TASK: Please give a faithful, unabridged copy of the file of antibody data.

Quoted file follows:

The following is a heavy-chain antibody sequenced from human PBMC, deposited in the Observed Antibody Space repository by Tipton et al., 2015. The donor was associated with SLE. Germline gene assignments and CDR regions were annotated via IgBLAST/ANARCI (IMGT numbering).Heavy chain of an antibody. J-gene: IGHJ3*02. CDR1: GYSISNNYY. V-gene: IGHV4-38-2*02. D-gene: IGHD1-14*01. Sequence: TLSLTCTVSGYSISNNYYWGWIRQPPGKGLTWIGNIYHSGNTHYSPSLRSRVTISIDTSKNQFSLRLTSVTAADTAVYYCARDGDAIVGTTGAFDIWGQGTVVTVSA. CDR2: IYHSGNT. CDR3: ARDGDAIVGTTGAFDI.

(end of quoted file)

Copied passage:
The following is a heavy-chain antibody sequenced from human PBMC, deposited in the Observed Antibody Space repository by Tipton et al., 2015. The donor was associated with SLE. Germline gene assignments and CDR regions were annotated via IgBLAST/ANARCI (IMGT numbering).Heavy chain of an antibody. J-gene: IGHJ3*02. CDR1: GYSISNNYY. V-gene: IGHV4-38-2*02. D-gene: IGHD1-14*01. Sequence: TLSLTCTVSGYSISNNYYWGWIRQPPGKGLTWIGNIYHSGNTHYSPSLRSRVTISIDTSKNQFSLRLTSVTAADTAVYYCARDGDAIVGTTGAFDIWGQGTVVTVSA. CDR2: IYHSGNT. CDR3: ARDGDAIVGTTGAFDI.